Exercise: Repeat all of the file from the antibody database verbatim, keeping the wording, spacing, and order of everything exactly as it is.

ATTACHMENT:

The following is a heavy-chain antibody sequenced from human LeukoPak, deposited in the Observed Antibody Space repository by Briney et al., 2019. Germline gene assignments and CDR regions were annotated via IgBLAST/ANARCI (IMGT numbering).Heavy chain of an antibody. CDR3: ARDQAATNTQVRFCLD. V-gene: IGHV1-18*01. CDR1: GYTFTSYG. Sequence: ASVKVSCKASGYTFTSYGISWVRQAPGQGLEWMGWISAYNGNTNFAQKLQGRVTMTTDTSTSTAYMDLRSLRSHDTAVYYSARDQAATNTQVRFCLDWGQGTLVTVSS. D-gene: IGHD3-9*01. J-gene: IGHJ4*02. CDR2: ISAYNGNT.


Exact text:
The following is a heavy-chain antibody sequenced from human LeukoPak, deposited in the Observed Antibody Space repository by Briney et al., 2019. Germline gene assignments and CDR regions were annotated via IgBLAST/ANARCI (IMGT numbering).Heavy chain of an antibody. CDR3: ARDQAATNTQVRFCLD. V-gene: IGHV1-18*01. CDR1: GYTFTSYG. Sequence: ASVKVSCKASGYTFTSYGISWVRQAPGQGLEWMGWISAYNGNTNFAQKLQGRVTMTTDTSTSTAYMDLRSLRSHDTAVYYSARDQAATNTQVRFCLDWGQGTLVTVSS. D-gene: IGHD3-9*01. J-gene: IGHJ4*02. CDR2: ISAYNGNT.